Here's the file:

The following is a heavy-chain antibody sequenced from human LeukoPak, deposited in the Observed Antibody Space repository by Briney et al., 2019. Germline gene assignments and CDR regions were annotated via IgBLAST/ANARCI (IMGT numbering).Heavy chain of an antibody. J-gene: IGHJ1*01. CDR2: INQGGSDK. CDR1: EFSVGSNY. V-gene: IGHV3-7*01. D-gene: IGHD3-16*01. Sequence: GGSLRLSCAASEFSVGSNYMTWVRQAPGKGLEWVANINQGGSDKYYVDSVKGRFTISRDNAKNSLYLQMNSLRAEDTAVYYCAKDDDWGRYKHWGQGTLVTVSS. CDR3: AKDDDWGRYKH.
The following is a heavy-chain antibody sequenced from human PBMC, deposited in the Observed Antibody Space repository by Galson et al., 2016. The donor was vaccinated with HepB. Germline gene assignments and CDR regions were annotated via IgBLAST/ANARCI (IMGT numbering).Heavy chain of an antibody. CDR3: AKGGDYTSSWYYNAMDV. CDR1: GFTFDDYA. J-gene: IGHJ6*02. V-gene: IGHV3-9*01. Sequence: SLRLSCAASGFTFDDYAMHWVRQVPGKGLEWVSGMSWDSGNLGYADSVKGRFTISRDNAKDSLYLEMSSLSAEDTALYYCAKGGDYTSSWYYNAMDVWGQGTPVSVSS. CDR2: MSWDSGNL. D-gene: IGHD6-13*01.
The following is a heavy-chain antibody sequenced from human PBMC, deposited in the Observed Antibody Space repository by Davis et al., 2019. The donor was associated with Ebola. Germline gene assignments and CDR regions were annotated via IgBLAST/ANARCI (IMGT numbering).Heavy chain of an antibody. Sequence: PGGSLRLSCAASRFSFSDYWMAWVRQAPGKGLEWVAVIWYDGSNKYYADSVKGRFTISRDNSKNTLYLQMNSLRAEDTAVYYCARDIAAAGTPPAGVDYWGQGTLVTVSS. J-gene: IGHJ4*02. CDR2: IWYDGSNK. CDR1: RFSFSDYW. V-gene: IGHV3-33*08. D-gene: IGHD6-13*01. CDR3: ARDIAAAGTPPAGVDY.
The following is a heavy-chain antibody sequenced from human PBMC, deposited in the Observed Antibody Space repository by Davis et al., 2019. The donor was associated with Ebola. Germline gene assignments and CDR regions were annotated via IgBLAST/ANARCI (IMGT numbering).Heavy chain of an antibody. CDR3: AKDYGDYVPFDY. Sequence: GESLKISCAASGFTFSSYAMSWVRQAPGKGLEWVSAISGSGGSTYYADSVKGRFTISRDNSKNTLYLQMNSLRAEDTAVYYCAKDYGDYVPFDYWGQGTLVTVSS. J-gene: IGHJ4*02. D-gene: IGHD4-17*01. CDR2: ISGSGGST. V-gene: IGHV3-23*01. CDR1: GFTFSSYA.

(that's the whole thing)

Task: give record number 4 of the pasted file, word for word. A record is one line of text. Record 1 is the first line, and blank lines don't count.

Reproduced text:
The following is a heavy-chain antibody sequenced from human PBMC, deposited in the Observed Antibody Space repository by Davis et al., 2019. The donor was associated with Ebola. Germline gene assignments and CDR regions were annotated via IgBLAST/ANARCI (IMGT numbering).Heavy chain of an antibody. CDR3: AKDYGDYVPFDY. Sequence: GESLKISCAASGFTFSSYAMSWVRQAPGKGLEWVSAISGSGGSTYYADSVKGRFTISRDNSKNTLYLQMNSLRAEDTAVYYCAKDYGDYVPFDYWGQGTLVTVSS. J-gene: IGHJ4*02. D-gene: IGHD4-17*01. CDR2: ISGSGGST. V-gene: IGHV3-23*01. CDR1: GFTFSSYA.